The best known solid insulation is expanded polystyrene. Other solid insulations include cork, foam glass and polyisocyanate or polyisocyanurate board stock. The last two are variations of urethane foam. Each of these insulations is ideally suited for many uses. Foam glass has been used for years on hot and cold tanks, especially in places where vapor drive is a problem. Cork is of course a very old standby, often used in freezer applications. EPS or expanded polystyrene is seemingly used everywhere -- from throw away drinking cups and food containers to perimeter foundation insulation, masonry insulations, etc. Urethane board stock is becoming the standard for roof insulation, especially for hot mopped roofs. It is also widely used for exterior sheathing on many new houses. The R-value of the urethane board stock is of course better than any of the other solid insulations. All of these solid insulations perform far better than fiber insulations whenever there is wind or moisture involved.
Most solid insulations are installed as sheets or board stock, and most suffer from one very common problem. They generally don't fit tight enough to prevent air infiltration. And if the wind gets behind them, it matters not how thick these board stocks are. We see this often in masonry construction where board stock is used between a brick and a block wall. Unless the board stock is actually physically glued to the block wall, air will infiltrate behind it. When this happens, the board stock becomes virtually worthless, since the air flows through the weep holes in the brick and around the insulation negating its effectiveness. Great care must be exercised in placing solid insulations. The brick ties need to be fitted at the joints and then sealed to prevent air flow behind the insulation.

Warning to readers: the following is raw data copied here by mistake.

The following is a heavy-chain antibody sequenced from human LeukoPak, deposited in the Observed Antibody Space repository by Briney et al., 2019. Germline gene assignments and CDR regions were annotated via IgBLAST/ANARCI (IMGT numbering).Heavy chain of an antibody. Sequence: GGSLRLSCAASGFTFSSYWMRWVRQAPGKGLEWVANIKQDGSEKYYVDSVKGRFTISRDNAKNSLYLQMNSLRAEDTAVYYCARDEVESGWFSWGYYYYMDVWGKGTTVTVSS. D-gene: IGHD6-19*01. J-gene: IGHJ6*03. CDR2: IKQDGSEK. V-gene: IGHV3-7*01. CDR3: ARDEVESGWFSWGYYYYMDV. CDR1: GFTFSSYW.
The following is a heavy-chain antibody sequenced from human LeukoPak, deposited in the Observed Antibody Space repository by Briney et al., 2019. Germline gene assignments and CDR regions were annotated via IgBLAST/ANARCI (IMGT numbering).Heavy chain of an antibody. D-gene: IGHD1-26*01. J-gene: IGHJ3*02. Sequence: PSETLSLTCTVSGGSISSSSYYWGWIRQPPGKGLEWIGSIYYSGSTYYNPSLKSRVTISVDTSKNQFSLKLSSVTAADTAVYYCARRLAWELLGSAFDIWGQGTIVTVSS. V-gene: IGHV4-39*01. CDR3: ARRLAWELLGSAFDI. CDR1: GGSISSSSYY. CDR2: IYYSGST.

Spray-in-place polyurethane is the only commonly used solid insulation that absolutely protects itself from air infiltration. When it is properly placed between two studs or against a concrete block wall or wherever, the bonding of the spray plus the expansion of the material in place creates a total seal. It's almost impossible to overestimate this total seal. In my opinion, most of the heat loss in the walls of a home has to do with the seal, rather than the insulation.
Heat does not conduct horizontally nearly as well as it does vertically. Therefore, if a home had no insulation in its walls, but did have an absolute airtight seal, there would not necessarily be a huge difference in heat loss. But this would not be the case if ceiling insulation was missing.
Spray-in-place polyurethane can most effectively stop air infiltration. It is the only material that properly applied fills in the corners, cripples, double studs, bottom plates, top plates, etc. The R-value of a material is of no interest or consequence if air can get past it.
One and a quarter inch of polyurethane sprayed properly in the wall of a house will prevent more heat loss than all the fiber insulation that can be crammed in the walls even up to an eight-inch thickness. Not only does the polyurethane provide better insulation, it provides the house with significant addit